(This post originally appeared here.)
When Bob Dylan notoriously went electric at the 1965 Newport Folk Festival, his folkie fans freaked. Here was their hero, known for singing solo in the Village with an acoustic guitar and a harmonica around his neck, with an electric Fender Stratocaster, a leather jacket, and a backing band. (At least he still had the harmonica.)
Not only did this become one of the most iconic moments of the ’60s, but it is perhaps the most famous encapsulation of an ongoing trend from the ’50s to right around the year 2000 — a trend away from acoustic sounds and towards electric and then electronic ones.
We define acousticness as probably what you would think: how many prominent acoustic sounds a given track has (for example acoustic guitar and tambourine) versus how many electronic sounds it has (synthesizer, drum machine). To accomplish this across over millions of tracks, we taught our audio analysis system to determine how acoustic a given track is just by analyzing the audio file.
What we found when we looked at popular music over the past few decades through this lens: Popular music started out fairly acoustic in the ’50s. After that, its “acousticness” declined steadily, decade after decade, mirroring technology’s integration into greater society at large:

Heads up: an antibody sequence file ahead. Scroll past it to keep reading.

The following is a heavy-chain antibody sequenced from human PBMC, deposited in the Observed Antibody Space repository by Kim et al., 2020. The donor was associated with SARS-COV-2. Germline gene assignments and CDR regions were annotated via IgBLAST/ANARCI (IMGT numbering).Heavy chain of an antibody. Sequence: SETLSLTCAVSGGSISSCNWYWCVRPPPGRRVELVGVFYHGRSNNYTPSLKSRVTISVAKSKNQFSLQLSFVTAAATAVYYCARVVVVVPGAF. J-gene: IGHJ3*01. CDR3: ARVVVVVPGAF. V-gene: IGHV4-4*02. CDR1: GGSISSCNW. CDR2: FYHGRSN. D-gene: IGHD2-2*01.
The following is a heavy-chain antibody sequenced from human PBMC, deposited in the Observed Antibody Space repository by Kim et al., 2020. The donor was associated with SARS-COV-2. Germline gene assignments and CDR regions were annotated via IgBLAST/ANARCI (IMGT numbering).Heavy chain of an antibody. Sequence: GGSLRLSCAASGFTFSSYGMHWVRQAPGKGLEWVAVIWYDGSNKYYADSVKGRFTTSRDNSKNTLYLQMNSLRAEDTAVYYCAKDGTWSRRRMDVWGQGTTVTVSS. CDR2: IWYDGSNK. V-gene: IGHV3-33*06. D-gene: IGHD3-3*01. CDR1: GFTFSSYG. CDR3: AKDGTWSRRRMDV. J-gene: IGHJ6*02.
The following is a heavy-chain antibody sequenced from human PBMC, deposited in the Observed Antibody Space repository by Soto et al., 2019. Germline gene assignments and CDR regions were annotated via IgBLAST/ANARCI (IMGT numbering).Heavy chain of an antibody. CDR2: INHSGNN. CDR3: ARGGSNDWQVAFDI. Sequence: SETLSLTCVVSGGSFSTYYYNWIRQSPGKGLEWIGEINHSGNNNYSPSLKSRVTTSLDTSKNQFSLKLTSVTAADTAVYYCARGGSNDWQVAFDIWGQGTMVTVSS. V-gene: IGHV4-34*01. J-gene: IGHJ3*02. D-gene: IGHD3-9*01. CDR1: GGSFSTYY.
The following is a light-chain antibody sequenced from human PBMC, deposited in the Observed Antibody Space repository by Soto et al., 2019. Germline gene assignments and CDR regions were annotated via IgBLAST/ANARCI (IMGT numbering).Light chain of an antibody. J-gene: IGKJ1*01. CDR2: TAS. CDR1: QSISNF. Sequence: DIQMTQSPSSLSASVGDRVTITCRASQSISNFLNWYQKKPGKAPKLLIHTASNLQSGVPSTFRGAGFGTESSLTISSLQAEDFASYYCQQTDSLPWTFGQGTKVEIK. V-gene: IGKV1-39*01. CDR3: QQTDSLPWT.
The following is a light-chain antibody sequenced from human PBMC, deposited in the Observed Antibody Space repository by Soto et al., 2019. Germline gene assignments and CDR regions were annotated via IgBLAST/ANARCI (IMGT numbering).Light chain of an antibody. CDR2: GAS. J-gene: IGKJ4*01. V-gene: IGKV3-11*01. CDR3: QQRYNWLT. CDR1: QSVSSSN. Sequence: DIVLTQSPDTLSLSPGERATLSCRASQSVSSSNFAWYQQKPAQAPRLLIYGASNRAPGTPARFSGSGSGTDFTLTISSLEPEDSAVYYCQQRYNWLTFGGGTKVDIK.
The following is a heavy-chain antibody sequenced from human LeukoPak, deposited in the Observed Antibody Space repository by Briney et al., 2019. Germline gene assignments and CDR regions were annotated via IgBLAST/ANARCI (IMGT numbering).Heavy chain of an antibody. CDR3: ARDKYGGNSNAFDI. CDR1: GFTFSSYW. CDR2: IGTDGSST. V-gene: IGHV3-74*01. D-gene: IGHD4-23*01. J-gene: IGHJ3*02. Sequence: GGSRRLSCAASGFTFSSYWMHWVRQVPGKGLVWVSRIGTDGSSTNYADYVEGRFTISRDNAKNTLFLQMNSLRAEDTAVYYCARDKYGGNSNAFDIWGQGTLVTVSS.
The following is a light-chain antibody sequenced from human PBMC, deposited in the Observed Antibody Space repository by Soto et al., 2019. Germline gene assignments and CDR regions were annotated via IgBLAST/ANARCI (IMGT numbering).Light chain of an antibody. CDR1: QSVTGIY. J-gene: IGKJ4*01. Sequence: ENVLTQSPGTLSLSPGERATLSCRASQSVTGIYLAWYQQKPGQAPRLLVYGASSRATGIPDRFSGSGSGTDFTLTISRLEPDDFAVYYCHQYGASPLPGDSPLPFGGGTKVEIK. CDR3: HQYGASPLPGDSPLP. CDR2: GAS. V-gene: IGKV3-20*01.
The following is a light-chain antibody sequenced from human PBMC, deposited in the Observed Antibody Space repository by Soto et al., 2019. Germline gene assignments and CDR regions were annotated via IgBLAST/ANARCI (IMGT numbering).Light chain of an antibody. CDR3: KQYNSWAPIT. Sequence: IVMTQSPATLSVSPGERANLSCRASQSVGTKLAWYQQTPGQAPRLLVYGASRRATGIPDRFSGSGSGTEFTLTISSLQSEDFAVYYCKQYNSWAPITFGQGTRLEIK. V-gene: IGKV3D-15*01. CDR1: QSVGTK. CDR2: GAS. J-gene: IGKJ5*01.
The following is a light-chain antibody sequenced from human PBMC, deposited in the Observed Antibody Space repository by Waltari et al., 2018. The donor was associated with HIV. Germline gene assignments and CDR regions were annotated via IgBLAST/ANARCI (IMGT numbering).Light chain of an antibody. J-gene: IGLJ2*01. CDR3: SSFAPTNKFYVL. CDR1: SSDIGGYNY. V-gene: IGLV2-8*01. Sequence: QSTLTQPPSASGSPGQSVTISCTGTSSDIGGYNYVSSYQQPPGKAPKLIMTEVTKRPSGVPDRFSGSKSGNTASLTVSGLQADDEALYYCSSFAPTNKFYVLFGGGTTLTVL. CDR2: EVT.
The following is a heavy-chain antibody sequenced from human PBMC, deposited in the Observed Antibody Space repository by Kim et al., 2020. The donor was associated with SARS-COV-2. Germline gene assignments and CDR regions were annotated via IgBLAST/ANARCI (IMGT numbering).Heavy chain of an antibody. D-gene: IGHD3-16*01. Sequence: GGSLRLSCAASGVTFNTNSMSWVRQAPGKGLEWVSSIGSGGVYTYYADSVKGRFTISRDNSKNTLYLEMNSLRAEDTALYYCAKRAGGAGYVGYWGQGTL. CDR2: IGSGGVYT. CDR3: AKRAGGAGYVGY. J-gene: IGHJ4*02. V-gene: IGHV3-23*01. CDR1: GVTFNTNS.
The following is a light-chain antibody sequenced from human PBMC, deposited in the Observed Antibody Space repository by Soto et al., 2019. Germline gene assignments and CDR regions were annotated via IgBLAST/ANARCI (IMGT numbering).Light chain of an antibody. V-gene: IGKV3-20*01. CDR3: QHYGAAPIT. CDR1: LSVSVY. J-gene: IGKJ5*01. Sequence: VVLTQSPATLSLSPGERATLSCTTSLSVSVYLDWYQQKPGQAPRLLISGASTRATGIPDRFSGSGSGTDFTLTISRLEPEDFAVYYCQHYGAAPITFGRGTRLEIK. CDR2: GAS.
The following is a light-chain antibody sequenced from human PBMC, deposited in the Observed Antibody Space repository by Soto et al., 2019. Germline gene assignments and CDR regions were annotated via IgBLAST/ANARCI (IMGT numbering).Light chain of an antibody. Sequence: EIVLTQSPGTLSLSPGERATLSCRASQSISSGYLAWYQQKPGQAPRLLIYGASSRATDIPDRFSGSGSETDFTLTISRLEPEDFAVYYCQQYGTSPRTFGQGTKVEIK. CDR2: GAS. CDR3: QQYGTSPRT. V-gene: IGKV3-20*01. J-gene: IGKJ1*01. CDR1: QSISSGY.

You don’t have to be Skrillex to appreciate that music has gotten more electronic, of course. And, everybody knows that the ‘80s saw a big rise in drum machines and synthesizer. We all have an instinctive sense that music has sounded more electronic, and less acoustic, over the past few decades.
We can trust our ears, this time around, in a sense, what we already knew about acousticness over time proves that our audio analysis is working properly. Popular music has in fact shifted away from acoustic sounds and towards electronic ones, although the ratio has been fairly stable since the turn of the millennium.
(Top image courtesy of Flickr/Markus Grossalber)